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is dedicated to the idea that bicycling is for everyone. Used as a form of transportation, bicycling promotes activity in a sedentary world, sustainability in a consumer driven world, and community in an increasingly polarized world.

SRTS

Safe Routes to School

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Safe Routes to School is a national program sponsored locally by the City of Fort Collins.

Volunteering for SRTS is a great way to help make Fort Collins safer and healthier for generations to come!

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Fort Collins Bike Share

 

Fort Collins Cycling FAQs

How do I report a road hazard in Fort Collins:

The Access Fort Collins website and mobile app are great ways to report infrastructure issues

 

What plans exist for regional trail connections?

The North Front Range Metropolitan Planning Organization has a non-motorized plan that is the best resources for regional trail connectivity.

 

Whats the difference between “sustainable transportation”, “active transportation” and “alternative transportation”?

We think the words we use to describe the world have a profound effect on how we experience the world. When you reduce transit and bikes and walking to “alternatives”, that reinforces single occupancy automobiles as a norm.

If we want to promote healthier, safer, more affordable and inclusive transportation systems, we can’t live with that status quo.  bikes and buses are not alternatives, they’re rational, responsible choices which should be funded and prioritized and engineered appropriately. “Sustainable” and “active” are just two different ways of think about how different autocentrism (prioritizing the speed and convenience of cars) is from safer, healthier, more inclusive and affordable transportation systems.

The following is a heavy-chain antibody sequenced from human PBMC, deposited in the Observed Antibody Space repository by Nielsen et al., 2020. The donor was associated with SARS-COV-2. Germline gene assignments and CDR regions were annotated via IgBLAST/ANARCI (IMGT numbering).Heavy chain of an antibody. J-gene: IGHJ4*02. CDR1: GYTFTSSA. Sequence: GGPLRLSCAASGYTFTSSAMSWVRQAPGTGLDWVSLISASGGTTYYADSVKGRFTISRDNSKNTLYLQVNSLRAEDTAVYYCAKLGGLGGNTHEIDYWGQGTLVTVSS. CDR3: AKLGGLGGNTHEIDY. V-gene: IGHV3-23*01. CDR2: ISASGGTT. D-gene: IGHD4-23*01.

Shouldn’t bicyclists pay registration fees to “pay their share” of roads?

This is a common question. Our colleague Meg Dunn of Pedal Fort Collins addressed this in some detail in a pair of blog posts. There are essentially 2 parts of the question:

  1. How are roads funded?
  2. Which road users are most expensive?

Most of our city and county street and road budgets come from sales and property tax, not gas tax and registration, meaning that we’re all chipping into the pot, and it should be obvious that cars put exponentially more stress on roads than bicycles do.  When you put those facts together, all other things equal, a bicycle commuter with the same size house and consumer habits as a driver is actually subsidizing the driver, not the other way around.  We’re happy to pay our own way and support infrastructure that keeps everyone safe, but we can put the notion that bicyclists are tax mooches to rest.

What about licenses for cyclists?

on a practical level, there are very few to no examples of places where licensing for bicycles has had a positive impact on traffic safety.  In fact, if safety is your goal, your number one priority should be making it easier for people to make choices other than single occupancy vehicles, whose crashes are the leading preventable cause of death of Americans, including children.  Why would we want to add barriers to making safer healthier choices? And lets keep in mind that in the US, we do require licenses to operate motor vehicles, and they’re still a public safety menace.  What evidence is there that adding the same barriers to bike riding would make streets safer? Besides, licensure is expensive. There are countless better uses of public funds if the goal is safety.  Like smarter, more complete streets, more comprehensive transit, and useful sidewalks for starters.